2017 Ford Fiesta Review


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2017 Ford Fiesta Overview

Re-introduced in the U.S. after a 30-year absence for 2011 and last refreshed in 2014, the Ford Fiesta is getting long in the tooth. Trims still include S, SE, Titanium, and ST, and both sedans and hatchbacks remain available. Ford’s smallest U.S. car will get a major redesign for 2018, but updates for 2017 consist solely of a few new exterior colors.

It’s possible to outfit a Fiesta with a lot of creature comforts—like leather seating and the Sync 3 infotainment system—but active safety features are lacking. Between this absence of safety features and a Marginal rating for the small front overlap crash test, the Fiesta did not receive the coveted Top Safety Pick rating from the Insurance Institute for Highway Safety (IIHS). Still, with the 2016 Fiesta’s MSRP starting at $14,090, the Fiesta remains one of the most affordable cars for sale in the U.S.

The Ford Fiesta’s trim levels provide a variety of options—from a fuel-sipping 3-cylinder sedan to the sport-tuned ST hatchback. Both the 4-door sedan and 5-door hatchback offer 85.1 cubic feet of space for 5 passengers. The sedan has a 12.8-cubic-foot trunk, the hatch’s is 14.9, and the ST’s hatch is 10.1. New exterior colors for the Fiesta include Bohai Bay Mint, Chrome Copper, and an Orange Spice tri-coat for the ST. It appears that the more vibrant Molten Orange exterior is no longer available on the ST—but the orange and black interior trim remains.

The base Fiesta S sedan ($14,090) and hatch ($14,390) come with a naturally aspirated 1.6-liter 4-cylinder engine that makes 120 hp. A 5-speed manual transmission is standard and earns the Fiesta an EPA rating of 28 mpg city, 36 highway, and 31 combined. The PowerShift dual-clutch 6-speed automatic transmission is a $1,095 option and moves those numbers ever so slightly to 27, 37, and 31. Basic Sync voice recognition and app integration are also standard, along with a black cloth interior and 15-inch steel wheels with metallic-finish wheel covers. Buyers can choose from a handful of upgrades, including a cigarette lighter and ashtray, a door-mounted keypad, remote start, a subwoofer, and Fiesta decals.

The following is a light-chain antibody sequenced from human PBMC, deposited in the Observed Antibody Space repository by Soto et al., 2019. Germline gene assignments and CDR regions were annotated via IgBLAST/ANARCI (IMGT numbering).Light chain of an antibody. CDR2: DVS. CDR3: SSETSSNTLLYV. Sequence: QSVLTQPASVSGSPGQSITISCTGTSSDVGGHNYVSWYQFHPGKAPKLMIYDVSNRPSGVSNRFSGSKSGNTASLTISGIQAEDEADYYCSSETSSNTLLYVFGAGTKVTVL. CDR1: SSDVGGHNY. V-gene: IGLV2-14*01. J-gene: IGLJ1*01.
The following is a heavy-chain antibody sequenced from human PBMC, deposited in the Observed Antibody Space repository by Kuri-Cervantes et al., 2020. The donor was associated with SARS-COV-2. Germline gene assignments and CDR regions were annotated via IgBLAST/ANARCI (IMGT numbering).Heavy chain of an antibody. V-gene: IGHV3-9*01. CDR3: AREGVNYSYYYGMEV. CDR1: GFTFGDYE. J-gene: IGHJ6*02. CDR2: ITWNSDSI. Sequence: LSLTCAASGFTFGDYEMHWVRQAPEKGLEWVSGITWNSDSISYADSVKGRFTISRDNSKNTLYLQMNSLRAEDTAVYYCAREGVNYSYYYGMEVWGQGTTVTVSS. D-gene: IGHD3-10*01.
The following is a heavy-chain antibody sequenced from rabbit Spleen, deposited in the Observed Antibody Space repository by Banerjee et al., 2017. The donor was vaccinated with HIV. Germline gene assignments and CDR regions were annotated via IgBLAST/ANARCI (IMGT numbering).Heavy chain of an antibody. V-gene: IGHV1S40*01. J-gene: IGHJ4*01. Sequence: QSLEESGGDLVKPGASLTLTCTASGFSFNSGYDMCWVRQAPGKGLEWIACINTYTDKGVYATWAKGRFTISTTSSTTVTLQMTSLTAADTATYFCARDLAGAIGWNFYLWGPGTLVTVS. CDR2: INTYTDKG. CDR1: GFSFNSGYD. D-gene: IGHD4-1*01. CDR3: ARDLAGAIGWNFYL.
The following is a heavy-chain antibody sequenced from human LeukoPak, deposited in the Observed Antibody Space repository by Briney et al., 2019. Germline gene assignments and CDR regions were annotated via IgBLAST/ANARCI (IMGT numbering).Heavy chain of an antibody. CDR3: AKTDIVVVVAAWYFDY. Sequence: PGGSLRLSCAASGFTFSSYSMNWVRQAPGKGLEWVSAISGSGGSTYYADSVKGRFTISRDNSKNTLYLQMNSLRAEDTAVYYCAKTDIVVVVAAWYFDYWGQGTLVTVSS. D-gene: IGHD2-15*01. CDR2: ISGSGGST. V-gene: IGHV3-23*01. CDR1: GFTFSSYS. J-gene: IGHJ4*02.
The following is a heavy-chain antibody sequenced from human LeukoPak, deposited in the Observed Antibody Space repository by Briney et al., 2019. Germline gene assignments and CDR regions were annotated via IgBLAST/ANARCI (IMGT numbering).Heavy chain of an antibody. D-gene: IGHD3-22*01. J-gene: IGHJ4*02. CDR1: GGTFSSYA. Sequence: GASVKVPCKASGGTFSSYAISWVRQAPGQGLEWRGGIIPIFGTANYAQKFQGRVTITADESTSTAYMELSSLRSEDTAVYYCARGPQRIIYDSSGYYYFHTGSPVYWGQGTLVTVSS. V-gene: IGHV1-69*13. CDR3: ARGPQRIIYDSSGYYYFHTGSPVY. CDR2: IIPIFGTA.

Step up to the Fiesta SE sedan ($15,320) or hatch ($15,620) and you’ll get cruise control, upgraded cloth upholstery, a leather-wrapped steering wheel, and aluminum wheels. If you stick with a manual, you can opt for a turbocharged 1.0-liter 3-cylinder EcoBoost engine. The smaller engine actually puts out 3 hp more than the naturally aspirated 4-cylinder and improves fuel economy to 31, 43, and 36—but it’ll add $995 to the purchase price. Both the sedan and hatch offer optional 16-inch wheels, heated front seats and mirrors, more paint color choices, a moonroof, automatic climate control, and Sync 3 with a touchscreen (with or without navigation). You can also select an appearance package or the Equipment Group combination that bundles together popular options for $995.

The Titanium is Fiesta’s top-of-the-line trim for both the sedan ($18,040) and hatch ($18,340). Both are available in manual or automatic and come standard with a rear-view camera, an 8-speaker Sony sound system, Sync 3 with touchscreen, heated front seats and side mirrors, automatic climate control, leather seats, and 16-inch aluminum wheels. Options include a moonroof and remote start.

The sporty Fiesta ST ($20,970) is available only as a hatchback and features a beefed-up suspension, unique exterior trim, a 6-speed manual transmission, and a turbocharged 1.6-liter 4-cylinder EcoBoost engine that produces 197 hp and 202 lb-ft of torque. You can choose add-ons like a sunroof, exterior striping, 17-inch blacked-out wheels, and—if you step up to the $1,995 Recaro sport seat package—one of two leather interiors. The ST is not as economical as the standard Fiesta, but it’s still rated at 26, 33, and 29—not bad for a fun-to-drive hot hatch.


A member of the New England Motor Press Association who has owned everything from a Town Car to a Prius, Keith has contributed automotive coverage to outlets including Wired, Car & Driver, and USA Today.

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